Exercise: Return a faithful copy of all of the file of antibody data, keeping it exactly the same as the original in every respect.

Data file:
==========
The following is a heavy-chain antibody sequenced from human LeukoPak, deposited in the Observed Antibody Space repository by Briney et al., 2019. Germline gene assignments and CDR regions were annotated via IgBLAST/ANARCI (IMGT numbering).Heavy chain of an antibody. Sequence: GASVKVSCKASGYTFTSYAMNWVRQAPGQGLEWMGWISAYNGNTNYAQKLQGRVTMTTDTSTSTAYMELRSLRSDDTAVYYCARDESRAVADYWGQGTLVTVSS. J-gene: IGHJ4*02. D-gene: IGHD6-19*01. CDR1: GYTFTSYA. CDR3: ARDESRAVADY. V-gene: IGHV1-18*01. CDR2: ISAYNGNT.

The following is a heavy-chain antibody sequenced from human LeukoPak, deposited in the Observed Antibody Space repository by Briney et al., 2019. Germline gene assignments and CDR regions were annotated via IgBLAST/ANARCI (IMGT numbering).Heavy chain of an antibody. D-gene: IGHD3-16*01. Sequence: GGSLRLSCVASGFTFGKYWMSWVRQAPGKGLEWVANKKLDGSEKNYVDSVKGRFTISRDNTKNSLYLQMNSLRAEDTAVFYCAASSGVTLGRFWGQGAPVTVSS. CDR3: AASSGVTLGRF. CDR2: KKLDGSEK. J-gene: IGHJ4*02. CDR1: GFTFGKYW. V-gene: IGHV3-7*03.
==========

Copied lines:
The following is a heavy-chain antibody sequenced from human LeukoPak, deposited in the Observed Antibody Space repository by Briney et al., 2019. Germline gene assignments and CDR regions were annotated via IgBLAST/ANARCI (IMGT numbering).Heavy chain of an antibody. Sequence: GASVKVSCKASGYTFTSYAMNWVRQAPGQGLEWMGWISAYNGNTNYAQKLQGRVTMTTDTSTSTAYMELRSLRSDDTAVYYCARDESRAVADYWGQGTLVTVSS. J-gene: IGHJ4*02. D-gene: IGHD6-19*01. CDR1: GYTFTSYA. CDR3: ARDESRAVADY. V-gene: IGHV1-18*01. CDR2: ISAYNGNT.

The following is a heavy-chain antibody sequenced from human LeukoPak, deposited in the Observed Antibody Space repository by Briney et al., 2019. Germline gene assignments and CDR regions were annotated via IgBLAST/ANARCI (IMGT numbering).Heavy chain of an antibody. D-gene: IGHD3-16*01. Sequence: GGSLRLSCVASGFTFGKYWMSWVRQAPGKGLEWVANKKLDGSEKNYVDSVKGRFTISRDNTKNSLYLQMNSLRAEDTAVFYCAASSGVTLGRFWGQGAPVTVSS. CDR3: AASSGVTLGRF. CDR2: KKLDGSEK. J-gene: IGHJ4*02. CDR1: GFTFGKYW. V-gene: IGHV3-7*03.